Saturday, July 14, 2012

Pulau Ubin

Truly a bird sanctuary in its own right

Pulau Ubin is now famous for its population of the Oriental Pied Hornbill (Anthracoceros albirostris), which went extinct a long time ago in Singapore. Through a concerted breeding programme, this bird is now thriving not only in Pulau Ubin, but also in parts of Singapore, including Sungei Buloh Wetlands, Singapore Botanical Gardens and even on the Nanyang Technological grounds. 

A short 12-minute bum boat ride from Changi Point is all it takes to go to Ubin*. But at Changi Point, you are preempted by the large flocks of parakeets calling loudly in the trees.

Over at the Ubun landing point, kingfishers and the red-eyed Asian Glossy Starling can be seen in the trees. And if you are lucky, you can see the hornbills fly past, too.

In Ubin, you can either walk, which is the best way to spot birds, rent a bicycle or take a van to various destinations. During the weekday, there are relatively fewer visitors and vehicular traffic. The roads, though small, are in quite good condition. The resident human populations is also quite small, so vegetation is lush and birdsong is heard all round at any time of the day.

During a recent morning's visit, I saw some of these birds, which I managed to capture on camera.

You can't mistake the loud calls of the Oriental Pied Hornbill (below), they are quite noisy but their calls are such a delight to hear. By the way, the hornbill taking off, is the Daddy, not Mommy.

A nest made for the hornbills
Ambling through the little roads, which have trees and shrubs on both sides, I saw doves eating by the roadside, sunbirds using their thin curved beaks to extract nectar from the flowers of the trees, bulbuls and pink-naped pigeons sitting quietly on the branches and hear the tok-tok sound made by the woodpeckers. 

By the shores of the quarry are herons and egrets, kingfishers and swallows.

On one cable, I spied a female Ashy Tailorbird pursued by two amorous males. Tiny in size but their trills are loud, giving the impression that they came from much larger birds.

Here's a pictorial display of these birds.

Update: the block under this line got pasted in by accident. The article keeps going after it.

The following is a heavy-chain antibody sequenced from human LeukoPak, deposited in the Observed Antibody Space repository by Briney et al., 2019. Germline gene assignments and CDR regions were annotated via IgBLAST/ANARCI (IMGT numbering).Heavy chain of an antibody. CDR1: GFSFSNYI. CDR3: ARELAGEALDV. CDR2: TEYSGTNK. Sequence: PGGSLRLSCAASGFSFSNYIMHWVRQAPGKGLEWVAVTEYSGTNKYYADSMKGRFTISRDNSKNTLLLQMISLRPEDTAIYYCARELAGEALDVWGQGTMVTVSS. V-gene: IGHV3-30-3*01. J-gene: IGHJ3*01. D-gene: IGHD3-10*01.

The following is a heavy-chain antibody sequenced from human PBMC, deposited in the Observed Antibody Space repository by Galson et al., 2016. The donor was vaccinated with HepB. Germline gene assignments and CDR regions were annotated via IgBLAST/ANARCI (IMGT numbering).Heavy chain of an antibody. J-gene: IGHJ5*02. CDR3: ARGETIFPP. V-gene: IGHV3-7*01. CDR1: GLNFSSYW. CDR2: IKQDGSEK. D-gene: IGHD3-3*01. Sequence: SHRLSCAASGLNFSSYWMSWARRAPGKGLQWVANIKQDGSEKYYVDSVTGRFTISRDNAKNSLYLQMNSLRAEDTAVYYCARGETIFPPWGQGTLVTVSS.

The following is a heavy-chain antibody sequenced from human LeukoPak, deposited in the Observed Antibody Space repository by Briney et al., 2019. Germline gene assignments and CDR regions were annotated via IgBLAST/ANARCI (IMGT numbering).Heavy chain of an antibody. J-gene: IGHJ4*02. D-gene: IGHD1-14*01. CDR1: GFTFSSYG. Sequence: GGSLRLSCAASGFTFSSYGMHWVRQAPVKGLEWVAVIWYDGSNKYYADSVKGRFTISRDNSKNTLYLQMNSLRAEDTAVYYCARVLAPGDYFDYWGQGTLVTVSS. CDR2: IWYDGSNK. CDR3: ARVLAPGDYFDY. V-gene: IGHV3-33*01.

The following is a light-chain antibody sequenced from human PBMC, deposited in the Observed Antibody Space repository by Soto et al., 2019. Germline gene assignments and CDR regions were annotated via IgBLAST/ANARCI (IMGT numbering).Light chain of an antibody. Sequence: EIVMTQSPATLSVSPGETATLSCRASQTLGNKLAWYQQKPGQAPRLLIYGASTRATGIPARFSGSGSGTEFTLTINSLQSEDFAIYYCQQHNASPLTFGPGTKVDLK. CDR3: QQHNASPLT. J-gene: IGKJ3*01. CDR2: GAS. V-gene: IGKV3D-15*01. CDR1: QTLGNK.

1. Ashy Tailorbird (Orthotomus ruficeps)


2. Purple-throated Sunbird (Nectarinia sperata), male

3. Olive-backed Sunbird (Nectarinia jugularis), male

Possibly a juvenile female Olive-backed Sunbird

4. Spotted Dove (Streptopelia chinensis), juvenile ??

5. Stork-billed Kingfisher (Halcyon capensis), male, with fish-in-mouth. It held the fish in its beak for a long time, probably using it to attract a female.

6. Olive-winged Bulbul (Pycnonotus plumosus), immature

7. Grey Heron (Ardea cinerea), adult breeding

8. Asian Glossy Starling (Aplonis panayensis)

9. Blue-throated Bee-eater

10. Oriental Magpie Robin (Copsychus saularis), male, a melodious singer

11. Common Flameback (Dinopium javanense)

12. Red-breasted Parakeet (Psittacula alexandri), male. Seen at Changi Village.

* Mosquito repellant application is a must and watch out for the ants, some do bite.
* Food and drinks are available at the shops by the jetty.
* Toilets are found only at the main attractions, such as Chek Jawa and the NParks Visitors' Centre. But there are plenty of bushes around.
* Boat fare per person per way is S$2.50, or $30 if you charter the whole boat.



Extra Virgin Chef said...

That one on no. 9 - blue throated bee eater. I think I always see a pair in my garden, but I'm not sure. Are they literally blue at the throat? Do you have a clearer picture?

Unknown said...

If they look like the birds I posted, and the throat is bluish then they are the same ones. They will be around till Sept for breeding then they fly off to Indonesia. Sorry, I don't have a better pic as I fumbled on the exposure setting in my excitement.